As visual display, Hills Snyder’s installation Steam is anti-spectacle. Someone fitted with headphones and a sleeping mask is sitting on a tilted-back recliner sited just inside the white-walled room that houses Ana Poplawsky’s AP Art Lab. On the walls are peculiarly shaped bits of sky with fragments of cloud, photographs that have been cut up and clumped around the door and above the floor. A not-quite discernable sound buzzes in the background, and if there are any other viewers, they most likely speak together in subdued tones, glancing occasionally at the chair’s occupant.
The scene is reminiscent of scenes from Chris Marker’s 1962 sci-fi flick, La Jetée, about a post apocalyptic time traveler who reaches into his past under some mysterious sedation. If you sign up to take this peculiar trip, available through April 20, you’ll discover the comparison is eerily apt.
Volunteers experiencing the chair are in for an overwhelming experience. Like an aural version of Oculus Rift, the sound drifting in from the headphones creates a virtual reality that is as unsettling and seductive as peyote. During the opening last month, Snyder found three San Antonio arts writers to take the voyage. Sarah Fisch seemed a bit unsteady on her feet as she emerged, latter describing it as “memorable and haunting.” SA Current editor Callie Enlow remarked, “this will put you in an altered state for hours afterward. The closest thing I could compare it to would be Kundalini yoga mixed with a trust fall,” while Casa Chuck Arts Residency director Anjali Gupta came up with, “Prada, baby…third hand, of course.” Thanks to Hills for providing the above quotes; the following is an attempt to describe an immersion I took a few weeks ago.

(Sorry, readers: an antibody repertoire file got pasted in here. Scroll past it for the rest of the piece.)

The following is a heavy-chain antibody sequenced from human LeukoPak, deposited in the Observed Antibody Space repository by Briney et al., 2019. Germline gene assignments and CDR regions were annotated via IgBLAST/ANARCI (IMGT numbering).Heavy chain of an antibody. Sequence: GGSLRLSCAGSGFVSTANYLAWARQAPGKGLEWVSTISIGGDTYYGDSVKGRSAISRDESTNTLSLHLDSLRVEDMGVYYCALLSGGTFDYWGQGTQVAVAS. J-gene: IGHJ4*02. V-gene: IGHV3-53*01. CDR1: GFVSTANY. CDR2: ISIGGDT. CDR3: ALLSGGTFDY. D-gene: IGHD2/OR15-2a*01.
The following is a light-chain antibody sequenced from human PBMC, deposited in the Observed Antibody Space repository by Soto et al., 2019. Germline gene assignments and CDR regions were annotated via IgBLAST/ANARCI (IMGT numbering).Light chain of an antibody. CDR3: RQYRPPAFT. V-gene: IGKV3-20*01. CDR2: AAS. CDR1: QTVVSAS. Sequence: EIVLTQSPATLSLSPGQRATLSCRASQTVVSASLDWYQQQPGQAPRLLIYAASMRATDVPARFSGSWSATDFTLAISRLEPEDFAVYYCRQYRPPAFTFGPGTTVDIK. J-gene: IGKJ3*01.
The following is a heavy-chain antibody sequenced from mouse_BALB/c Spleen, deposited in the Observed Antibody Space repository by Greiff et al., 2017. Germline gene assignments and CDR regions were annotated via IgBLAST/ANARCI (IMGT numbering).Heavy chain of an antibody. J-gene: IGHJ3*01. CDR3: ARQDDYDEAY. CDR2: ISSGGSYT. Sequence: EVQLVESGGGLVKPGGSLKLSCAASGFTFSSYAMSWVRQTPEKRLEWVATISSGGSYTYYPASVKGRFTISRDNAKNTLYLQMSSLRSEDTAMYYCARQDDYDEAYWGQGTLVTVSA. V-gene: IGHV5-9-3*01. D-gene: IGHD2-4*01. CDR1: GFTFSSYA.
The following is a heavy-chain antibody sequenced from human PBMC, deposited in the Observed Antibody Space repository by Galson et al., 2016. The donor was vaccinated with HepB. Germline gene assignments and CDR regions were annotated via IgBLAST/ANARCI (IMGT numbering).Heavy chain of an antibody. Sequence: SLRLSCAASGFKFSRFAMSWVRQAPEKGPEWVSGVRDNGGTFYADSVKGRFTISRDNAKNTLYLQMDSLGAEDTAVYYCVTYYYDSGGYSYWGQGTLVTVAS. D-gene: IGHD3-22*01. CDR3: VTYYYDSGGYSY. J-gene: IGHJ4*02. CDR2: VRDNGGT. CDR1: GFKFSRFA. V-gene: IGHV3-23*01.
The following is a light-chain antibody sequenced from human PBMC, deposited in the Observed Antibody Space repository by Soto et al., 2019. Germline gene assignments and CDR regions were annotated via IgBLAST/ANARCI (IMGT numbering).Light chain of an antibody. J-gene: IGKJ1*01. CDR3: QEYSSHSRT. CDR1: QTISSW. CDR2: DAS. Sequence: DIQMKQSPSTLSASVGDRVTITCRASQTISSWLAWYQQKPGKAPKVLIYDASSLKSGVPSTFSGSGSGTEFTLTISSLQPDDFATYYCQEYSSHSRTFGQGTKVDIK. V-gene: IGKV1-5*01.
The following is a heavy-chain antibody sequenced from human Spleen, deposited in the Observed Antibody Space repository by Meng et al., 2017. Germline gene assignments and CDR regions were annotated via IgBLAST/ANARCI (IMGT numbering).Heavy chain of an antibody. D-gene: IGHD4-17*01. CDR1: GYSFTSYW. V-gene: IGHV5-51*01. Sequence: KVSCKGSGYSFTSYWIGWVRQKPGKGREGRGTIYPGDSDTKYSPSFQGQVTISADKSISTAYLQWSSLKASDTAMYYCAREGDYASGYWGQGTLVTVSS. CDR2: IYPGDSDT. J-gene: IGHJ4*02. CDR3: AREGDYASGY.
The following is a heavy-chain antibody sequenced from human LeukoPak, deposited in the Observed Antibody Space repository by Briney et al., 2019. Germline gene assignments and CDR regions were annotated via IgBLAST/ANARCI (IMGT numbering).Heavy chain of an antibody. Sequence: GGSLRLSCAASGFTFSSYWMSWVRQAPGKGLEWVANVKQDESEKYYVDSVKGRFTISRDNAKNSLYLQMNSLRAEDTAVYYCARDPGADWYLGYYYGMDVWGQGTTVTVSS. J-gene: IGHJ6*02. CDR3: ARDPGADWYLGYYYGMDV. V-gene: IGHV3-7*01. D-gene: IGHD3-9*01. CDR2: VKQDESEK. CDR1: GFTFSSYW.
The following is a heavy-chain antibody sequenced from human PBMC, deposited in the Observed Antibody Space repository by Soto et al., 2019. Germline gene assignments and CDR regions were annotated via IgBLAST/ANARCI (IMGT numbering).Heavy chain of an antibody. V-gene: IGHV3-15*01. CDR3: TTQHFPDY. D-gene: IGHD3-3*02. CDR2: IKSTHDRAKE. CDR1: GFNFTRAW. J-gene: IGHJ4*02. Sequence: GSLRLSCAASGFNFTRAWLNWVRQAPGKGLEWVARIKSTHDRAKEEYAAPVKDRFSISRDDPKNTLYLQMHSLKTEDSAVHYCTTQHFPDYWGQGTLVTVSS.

The experience, I was told, consists of 72 minutes listening to two playings of a mix Snyder first made in Banff, Alberta, of ambient sounds recorded in 2001 on an Artpace travel grant in Amsterdam. Using an idiocentric mapping device, Snyder went about Amsterdam picking up bicycle parts–broken chains, gears, and the like–and recorded the ambient sounds at each site. Recursively mixed, bits of conversation, footsteps, and traffic cycle through a surrounding landscape. For me, it was a near-doppelganger of walking through late afternoon crowds at the Jemaa el-Fna in Marrakech, passing away from the Dutch tourists, into the Casbah.
Left on my own with the headset, Hills told me to put my cell phone on vibrate–he would give a call when I was supposed to emerge. Eventually, I started to drift out of my Moroccan memories, gave him a confused phone call during which I claimed the sound kept changing, had yet to repeat. “You’ve stayed under an extra hour,” he told me. “Congratulations!”
Other visitors are offered a more controlled experience. Contact Hills Snyder at 210-473-9062 to schedule a 72-minute immersion in Steam. The show is open to upright visitors, also.
There will be a Steam Closing Party TONIGHT, Friday, April 4, from 7-10pm, although the project will remain on view through April 20 at AP Art Lab, 1906 S. Flores, San Antonio.
also by Scott Andrews
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- Maura Reilly's Pace Plans - November 17th, 2013
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- The Conversation is Global, But the Talk is Personal: Interview with TX 13 Curator René Paul Barilleaux - September 7th, 2013
- Is Too Much Enough? TX 13 at Blue Star Contemporary Art Museum - September 7th, 2013